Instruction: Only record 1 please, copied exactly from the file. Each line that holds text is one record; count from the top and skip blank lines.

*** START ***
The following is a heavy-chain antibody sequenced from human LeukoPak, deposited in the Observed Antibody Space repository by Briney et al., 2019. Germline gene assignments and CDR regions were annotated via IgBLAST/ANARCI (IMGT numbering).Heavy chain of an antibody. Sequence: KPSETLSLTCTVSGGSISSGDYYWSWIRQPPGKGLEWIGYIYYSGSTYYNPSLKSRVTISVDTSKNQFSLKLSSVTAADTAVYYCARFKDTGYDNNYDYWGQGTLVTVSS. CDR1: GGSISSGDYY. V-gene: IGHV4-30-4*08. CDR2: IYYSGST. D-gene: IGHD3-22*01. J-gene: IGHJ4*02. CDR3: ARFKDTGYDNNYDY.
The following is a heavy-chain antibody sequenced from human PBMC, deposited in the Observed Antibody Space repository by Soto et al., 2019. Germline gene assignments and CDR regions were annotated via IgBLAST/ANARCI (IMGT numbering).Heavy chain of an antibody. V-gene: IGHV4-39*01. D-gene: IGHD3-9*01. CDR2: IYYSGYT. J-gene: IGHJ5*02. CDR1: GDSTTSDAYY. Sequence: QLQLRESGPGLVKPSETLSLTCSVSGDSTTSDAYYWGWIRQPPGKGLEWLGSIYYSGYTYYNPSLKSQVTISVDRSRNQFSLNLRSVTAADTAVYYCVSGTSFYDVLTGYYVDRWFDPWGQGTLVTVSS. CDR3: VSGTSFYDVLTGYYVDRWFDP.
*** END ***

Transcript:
The following is a heavy-chain antibody sequenced from human LeukoPak, deposited in the Observed Antibody Space repository by Briney et al., 2019. Germline gene assignments and CDR regions were annotated via IgBLAST/ANARCI (IMGT numbering).Heavy chain of an antibody. Sequence: KPSETLSLTCTVSGGSISSGDYYWSWIRQPPGKGLEWIGYIYYSGSTYYNPSLKSRVTISVDTSKNQFSLKLSSVTAADTAVYYCARFKDTGYDNNYDYWGQGTLVTVSS. CDR1: GGSISSGDYY. V-gene: IGHV4-30-4*08. CDR2: IYYSGST. D-gene: IGHD3-22*01. J-gene: IGHJ4*02. CDR3: ARFKDTGYDNNYDY.